I’m looking for some new spinnaker sheets for my J-105, what brand do you recommend and why?
The J-105, just like most asymmetrical boats, uses a high heat covered line with a performance core. We taper the sheets, which reduces weight and leaves the core exposed. All line companies have equivalent line types. Color and feel is the only difference between most lines.
My anchor is always slipping, how much chain do I need and who makes the best anchor on the market today?
The anchor is probably the most argued boating topic ever. I feel that every type anchor has its purpose. We used to cruise with a CQR and a Danforth. The CQR was our workhorse. After getting a lot of education we switched to Mantis anchors. They use technology and NASA engineers to design their product. They added a roll bar that I know I could have used it in the past for more reasons than it was designed for.
When it comes to chain, we always carried 100’ on one anchor and 25 to 40’ on the secondary. That is all the boat could fit. Both anchors had 150’ of three-strand line; the more chain, in my opinion, the better. For storms we carried a bridal and another 300’ of three-strand that we could add in line to the scope. That worked for us. You will have to find what works for your boat.
How can I keep my roller furling from overriding, it works for a while and then it gets hard to pull in.
You should control your furling line when you unfurl your sail. If you just untie it and unfurl, more than likely, it will get some loose rolls and possibly override. The other thing to look out for is the lead block into the drum needs to be at 90 degrees in the center of the drum guide. The last thing, is to make sure when the unit is furled, it has two wraps on the jib sheets and you should have at least five wraps on the drum.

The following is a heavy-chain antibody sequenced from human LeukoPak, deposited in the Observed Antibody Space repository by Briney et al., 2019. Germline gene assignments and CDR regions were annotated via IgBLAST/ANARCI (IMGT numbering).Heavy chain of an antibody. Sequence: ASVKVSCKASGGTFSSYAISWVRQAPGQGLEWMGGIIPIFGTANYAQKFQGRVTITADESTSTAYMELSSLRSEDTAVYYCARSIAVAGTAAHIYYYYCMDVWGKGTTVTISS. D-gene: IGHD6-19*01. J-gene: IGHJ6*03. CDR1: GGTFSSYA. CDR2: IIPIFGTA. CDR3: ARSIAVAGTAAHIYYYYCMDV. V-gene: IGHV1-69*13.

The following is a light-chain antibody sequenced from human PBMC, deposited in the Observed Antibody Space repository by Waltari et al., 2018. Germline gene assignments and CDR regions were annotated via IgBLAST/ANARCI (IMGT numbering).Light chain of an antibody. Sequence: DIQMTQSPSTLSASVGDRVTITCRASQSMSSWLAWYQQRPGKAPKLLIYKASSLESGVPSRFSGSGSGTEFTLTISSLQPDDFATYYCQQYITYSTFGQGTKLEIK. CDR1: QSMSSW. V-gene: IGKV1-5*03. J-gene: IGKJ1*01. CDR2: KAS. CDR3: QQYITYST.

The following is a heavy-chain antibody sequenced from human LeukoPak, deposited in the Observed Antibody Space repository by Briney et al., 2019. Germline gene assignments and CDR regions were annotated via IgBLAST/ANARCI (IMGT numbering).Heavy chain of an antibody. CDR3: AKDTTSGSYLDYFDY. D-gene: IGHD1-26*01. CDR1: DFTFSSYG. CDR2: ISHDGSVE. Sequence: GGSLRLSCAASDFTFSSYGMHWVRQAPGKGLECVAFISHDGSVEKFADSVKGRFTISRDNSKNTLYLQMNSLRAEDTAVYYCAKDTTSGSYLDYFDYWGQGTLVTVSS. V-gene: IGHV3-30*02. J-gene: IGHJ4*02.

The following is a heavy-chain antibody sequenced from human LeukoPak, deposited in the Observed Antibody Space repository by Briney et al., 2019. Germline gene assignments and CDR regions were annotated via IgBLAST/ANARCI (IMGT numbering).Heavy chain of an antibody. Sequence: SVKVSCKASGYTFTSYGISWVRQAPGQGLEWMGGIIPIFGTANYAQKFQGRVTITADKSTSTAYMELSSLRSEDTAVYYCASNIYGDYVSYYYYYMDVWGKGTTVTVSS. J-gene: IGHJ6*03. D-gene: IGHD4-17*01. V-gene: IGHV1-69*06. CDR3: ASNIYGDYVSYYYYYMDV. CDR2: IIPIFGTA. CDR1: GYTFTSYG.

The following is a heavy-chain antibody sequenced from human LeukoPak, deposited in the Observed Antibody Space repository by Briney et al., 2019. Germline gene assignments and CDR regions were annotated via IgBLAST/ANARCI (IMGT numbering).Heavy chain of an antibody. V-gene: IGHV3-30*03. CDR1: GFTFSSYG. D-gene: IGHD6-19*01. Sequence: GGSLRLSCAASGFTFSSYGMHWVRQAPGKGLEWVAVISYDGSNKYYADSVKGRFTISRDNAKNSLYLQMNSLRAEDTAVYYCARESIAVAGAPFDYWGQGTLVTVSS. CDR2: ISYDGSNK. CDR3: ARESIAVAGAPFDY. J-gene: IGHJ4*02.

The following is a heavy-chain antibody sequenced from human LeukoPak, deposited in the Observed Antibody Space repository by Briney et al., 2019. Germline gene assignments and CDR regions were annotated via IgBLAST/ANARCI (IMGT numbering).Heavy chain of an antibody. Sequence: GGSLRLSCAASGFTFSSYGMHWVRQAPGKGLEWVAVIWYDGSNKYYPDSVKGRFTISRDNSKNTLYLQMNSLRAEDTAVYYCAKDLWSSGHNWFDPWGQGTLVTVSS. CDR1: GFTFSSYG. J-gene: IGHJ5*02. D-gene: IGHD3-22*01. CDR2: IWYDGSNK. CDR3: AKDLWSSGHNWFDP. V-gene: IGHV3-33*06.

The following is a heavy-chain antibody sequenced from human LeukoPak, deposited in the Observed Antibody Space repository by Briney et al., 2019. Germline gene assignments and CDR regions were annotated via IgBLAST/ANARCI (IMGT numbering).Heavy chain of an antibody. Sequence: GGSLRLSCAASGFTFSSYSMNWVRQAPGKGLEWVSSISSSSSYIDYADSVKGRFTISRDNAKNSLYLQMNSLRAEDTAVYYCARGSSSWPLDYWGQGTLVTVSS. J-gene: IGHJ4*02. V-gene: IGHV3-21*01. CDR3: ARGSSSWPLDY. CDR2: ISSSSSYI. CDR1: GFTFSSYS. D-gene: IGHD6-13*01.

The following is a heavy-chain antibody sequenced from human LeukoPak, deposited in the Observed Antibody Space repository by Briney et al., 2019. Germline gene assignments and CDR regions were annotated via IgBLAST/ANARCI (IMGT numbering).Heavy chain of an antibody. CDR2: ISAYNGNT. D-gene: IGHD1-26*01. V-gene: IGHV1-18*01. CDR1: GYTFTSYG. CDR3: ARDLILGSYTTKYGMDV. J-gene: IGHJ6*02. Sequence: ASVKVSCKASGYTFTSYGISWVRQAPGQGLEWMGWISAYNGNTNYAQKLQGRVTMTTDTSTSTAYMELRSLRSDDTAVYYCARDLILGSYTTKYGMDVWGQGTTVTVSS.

Do you recommend buying a used roller furler?
We are against buying old furling units. Technology is so much better today than 10 to 20 years ago. Always remember there is a reason the furling unit was replaced in the first place. The foil connectors and bearings wear down over time. We end up having more time fixing the used unit than what a new one would have cost with installation.
Also, when fixing old units you don’t get a warranty, so even if you patch it, you will have to pay to repair it every time you have a problem. Most new units have a two to seven year warranty and rigging companies should back their work.
Alex Crowell is the owner of Bahama Rigging in Kemah, a full service shop for all sailboat rigging needs.
November 1st, 2014
By Capt. Joe Kent
When the water is comfortable to wade fish in a bathing suit or shorts it’s not the best time for fishing action while wading.
The late fall and early winter are prime times for wade fishing. When the water temperature drops below 70 degrees, it is a bit uncomfortable for wading in typical summertime attire; however, the fish love the cooler waters and tend to roam the shallows more.
While wade fishing, especially in the surf, will produce fish year round, it is not until the water cools that the action pops open in the bays. The annual flounder run will attract hordes of waders as it is usually late October or early November when the flat fish start stacking up along the pathways to their winter home, the Gulf of Mexico.
Colder water is one of the signs flounder look for before deciding to exit the bays and readings in the 60’s will do the trick.
Trout and reds will spend more of the day in shallower waters during that time and wade fishing is the best way to sneak up on them.
Now, if you are new to this style of fishing I hope to cover some of the basics to help you get started and for you to have more productive fishing trips.
We need to begin with the basic wading gear. A pair of insulated waders is a must and the prices run the gamut depending on what quality you desire and your budget. A full service sporting goods store can show you the wide range of options.